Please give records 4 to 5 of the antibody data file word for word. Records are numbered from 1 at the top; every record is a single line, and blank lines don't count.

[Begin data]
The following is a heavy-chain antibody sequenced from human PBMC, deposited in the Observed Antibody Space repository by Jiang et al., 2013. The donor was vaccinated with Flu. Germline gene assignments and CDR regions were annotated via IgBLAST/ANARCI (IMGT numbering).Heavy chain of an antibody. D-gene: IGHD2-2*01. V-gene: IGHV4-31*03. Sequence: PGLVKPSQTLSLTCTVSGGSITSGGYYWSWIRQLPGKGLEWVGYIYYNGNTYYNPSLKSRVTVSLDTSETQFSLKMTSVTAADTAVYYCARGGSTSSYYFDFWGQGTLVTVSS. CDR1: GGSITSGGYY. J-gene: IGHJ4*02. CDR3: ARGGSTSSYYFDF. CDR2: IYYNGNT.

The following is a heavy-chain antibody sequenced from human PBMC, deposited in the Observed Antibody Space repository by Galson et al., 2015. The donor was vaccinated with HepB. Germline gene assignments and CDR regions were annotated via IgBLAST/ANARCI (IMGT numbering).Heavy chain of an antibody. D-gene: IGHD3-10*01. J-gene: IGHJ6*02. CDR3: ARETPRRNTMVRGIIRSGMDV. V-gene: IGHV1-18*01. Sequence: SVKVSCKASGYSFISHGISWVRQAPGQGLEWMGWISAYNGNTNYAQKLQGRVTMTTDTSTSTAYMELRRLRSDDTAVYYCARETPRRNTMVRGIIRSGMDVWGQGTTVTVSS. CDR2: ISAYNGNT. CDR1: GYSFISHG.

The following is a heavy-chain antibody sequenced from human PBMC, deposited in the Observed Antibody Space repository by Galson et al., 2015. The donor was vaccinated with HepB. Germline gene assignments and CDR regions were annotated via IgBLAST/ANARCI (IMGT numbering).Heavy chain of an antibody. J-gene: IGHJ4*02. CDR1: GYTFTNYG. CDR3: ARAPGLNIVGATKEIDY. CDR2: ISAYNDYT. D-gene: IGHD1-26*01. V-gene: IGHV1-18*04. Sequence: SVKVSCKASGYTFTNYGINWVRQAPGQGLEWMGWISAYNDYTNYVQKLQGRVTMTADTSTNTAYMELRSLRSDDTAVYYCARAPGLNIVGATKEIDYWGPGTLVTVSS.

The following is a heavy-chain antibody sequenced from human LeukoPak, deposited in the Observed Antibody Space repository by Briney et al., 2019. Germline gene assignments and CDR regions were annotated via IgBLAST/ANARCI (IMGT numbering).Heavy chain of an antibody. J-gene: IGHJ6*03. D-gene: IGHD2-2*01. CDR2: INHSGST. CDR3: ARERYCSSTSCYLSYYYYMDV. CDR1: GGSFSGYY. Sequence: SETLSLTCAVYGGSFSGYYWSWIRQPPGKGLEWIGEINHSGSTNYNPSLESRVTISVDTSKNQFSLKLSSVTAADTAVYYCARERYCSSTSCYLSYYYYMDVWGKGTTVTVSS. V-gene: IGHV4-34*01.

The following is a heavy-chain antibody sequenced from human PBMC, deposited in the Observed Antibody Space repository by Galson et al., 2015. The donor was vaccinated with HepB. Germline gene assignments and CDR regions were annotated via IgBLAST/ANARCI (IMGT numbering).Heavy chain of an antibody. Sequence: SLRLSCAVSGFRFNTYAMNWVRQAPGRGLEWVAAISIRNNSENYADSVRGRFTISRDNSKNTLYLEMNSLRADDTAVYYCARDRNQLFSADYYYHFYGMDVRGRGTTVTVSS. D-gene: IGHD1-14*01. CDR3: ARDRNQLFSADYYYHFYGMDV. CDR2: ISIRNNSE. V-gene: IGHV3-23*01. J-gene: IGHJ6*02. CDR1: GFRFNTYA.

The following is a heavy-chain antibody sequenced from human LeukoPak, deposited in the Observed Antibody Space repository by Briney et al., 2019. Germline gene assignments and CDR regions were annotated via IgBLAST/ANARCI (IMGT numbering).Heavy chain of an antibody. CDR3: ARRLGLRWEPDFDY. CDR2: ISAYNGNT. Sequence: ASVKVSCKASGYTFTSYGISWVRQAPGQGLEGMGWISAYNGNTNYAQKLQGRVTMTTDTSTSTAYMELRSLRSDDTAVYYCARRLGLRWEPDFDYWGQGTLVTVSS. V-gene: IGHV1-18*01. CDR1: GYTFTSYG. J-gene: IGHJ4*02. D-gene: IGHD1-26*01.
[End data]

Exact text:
The following is a heavy-chain antibody sequenced from human LeukoPak, deposited in the Observed Antibody Space repository by Briney et al., 2019. Germline gene assignments and CDR regions were annotated via IgBLAST/ANARCI (IMGT numbering).Heavy chain of an antibody. J-gene: IGHJ6*03. D-gene: IGHD2-2*01. CDR2: INHSGST. CDR3: ARERYCSSTSCYLSYYYYMDV. CDR1: GGSFSGYY. Sequence: SETLSLTCAVYGGSFSGYYWSWIRQPPGKGLEWIGEINHSGSTNYNPSLESRVTISVDTSKNQFSLKLSSVTAADTAVYYCARERYCSSTSCYLSYYYYMDVWGKGTTVTVSS. V-gene: IGHV4-34*01.

The following is a heavy-chain antibody sequenced from human PBMC, deposited in the Observed Antibody Space repository by Galson et al., 2015. The donor was vaccinated with HepB. Germline gene assignments and CDR regions were annotated via IgBLAST/ANARCI (IMGT numbering).Heavy chain of an antibody. Sequence: SLRLSCAVSGFRFNTYAMNWVRQAPGRGLEWVAAISIRNNSENYADSVRGRFTISRDNSKNTLYLEMNSLRADDTAVYYCARDRNQLFSADYYYHFYGMDVRGRGTTVTVSS. D-gene: IGHD1-14*01. CDR3: ARDRNQLFSADYYYHFYGMDV. CDR2: ISIRNNSE. V-gene: IGHV3-23*01. J-gene: IGHJ6*02. CDR1: GFRFNTYA.